Bad Bug #2: Makes Me Blue, So Blue

This is another long-standing Bad Bug. It’s clearly broken, easy to demonstrate, and difficult to believe it would be allowed to persist. I realize that in writing about these, I open myself to criticism along the same lines. In a way, I welcome it. Maybe we’ve got a Bad Bug in our software that’s getting in your way. If so, blog about it passionately. Rally others to your cause. Write us and insist we take a second look.

Bad Bug #2 is in Core Graphics. Both renderings below are of the same PDF document. On the left, the document is rendered using PDFKit. On the right, the document is rendered using CoreGraphics.

CoreGraphics and PDFKit Bug In Action

I filed this bug with Apple at OS X 10.11.1, and there have been three dot releases with no fix. While it’s possible to work around the bug by drawing into an NSView rather than using Core Graphics, that’s not really an acceptable workaround. It’s also difficult to detect exactly what causes the bug, as it does not impact all CMYK nor all overprint mode (OPM) documents. In other words, trying to work around this would create a huge performance hit.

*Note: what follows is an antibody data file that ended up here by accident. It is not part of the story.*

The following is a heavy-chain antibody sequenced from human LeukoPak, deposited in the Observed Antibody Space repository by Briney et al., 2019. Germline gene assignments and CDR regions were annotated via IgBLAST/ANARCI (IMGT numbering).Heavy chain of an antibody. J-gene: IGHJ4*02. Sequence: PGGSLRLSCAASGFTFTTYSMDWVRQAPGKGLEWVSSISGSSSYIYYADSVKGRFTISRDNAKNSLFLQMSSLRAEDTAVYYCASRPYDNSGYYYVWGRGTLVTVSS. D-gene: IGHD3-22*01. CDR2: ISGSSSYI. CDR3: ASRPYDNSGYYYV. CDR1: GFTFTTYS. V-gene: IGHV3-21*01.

Fortunately, the bug is “cosmetic” in nature, meaning that although the colors are presented incorrectly to the user when a PDF is drawn using Core Graphics, the underlying colors are correct when viewed in other PDF applications. This isn’t much solace to us and PDFpen, but it is much better than the alternatives.

Please feel free to reproduce and file duplicate bug reports, and we’ll keep our fingers crossed that this is addressed in macOS Sierra.

UPDATE (July 18, 2016):

Turns out, the bug is limited to PDFs with transparency layers.

The workaround is to wrap the drawing in begin / end transparency layer calls:

    CGContextRef context = (CGContextRef)[[NSGraphicsContext currentContext] graphicsPort];
    CGContextBeginTransparencyLayer(context, NULL);
    CGContextDrawPDFPage(context, page);

Keeping my fingers crossed it gets fixed in macOS Sierra.